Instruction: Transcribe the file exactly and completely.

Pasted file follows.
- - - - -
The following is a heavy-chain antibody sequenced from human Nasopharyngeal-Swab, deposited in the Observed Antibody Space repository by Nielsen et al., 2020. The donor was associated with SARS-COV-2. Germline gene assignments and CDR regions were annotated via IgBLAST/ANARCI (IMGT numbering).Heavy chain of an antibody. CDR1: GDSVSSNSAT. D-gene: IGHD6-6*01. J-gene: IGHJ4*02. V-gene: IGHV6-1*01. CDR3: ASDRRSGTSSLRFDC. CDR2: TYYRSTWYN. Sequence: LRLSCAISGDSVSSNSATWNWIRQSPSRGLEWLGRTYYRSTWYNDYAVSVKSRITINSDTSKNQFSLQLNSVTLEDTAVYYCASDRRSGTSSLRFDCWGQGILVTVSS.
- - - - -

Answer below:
The following is a heavy-chain antibody sequenced from human Nasopharyngeal-Swab, deposited in the Observed Antibody Space repository by Nielsen et al., 2020. The donor was associated with SARS-COV-2. Germline gene assignments and CDR regions were annotated via IgBLAST/ANARCI (IMGT numbering).Heavy chain of an antibody. CDR1: GDSVSSNSAT. D-gene: IGHD6-6*01. J-gene: IGHJ4*02. V-gene: IGHV6-1*01. CDR3: ASDRRSGTSSLRFDC. CDR2: TYYRSTWYN. Sequence: LRLSCAISGDSVSSNSATWNWIRQSPSRGLEWLGRTYYRSTWYNDYAVSVKSRITINSDTSKNQFSLQLNSVTLEDTAVYYCASDRRSGTSSLRFDCWGQGILVTVSS.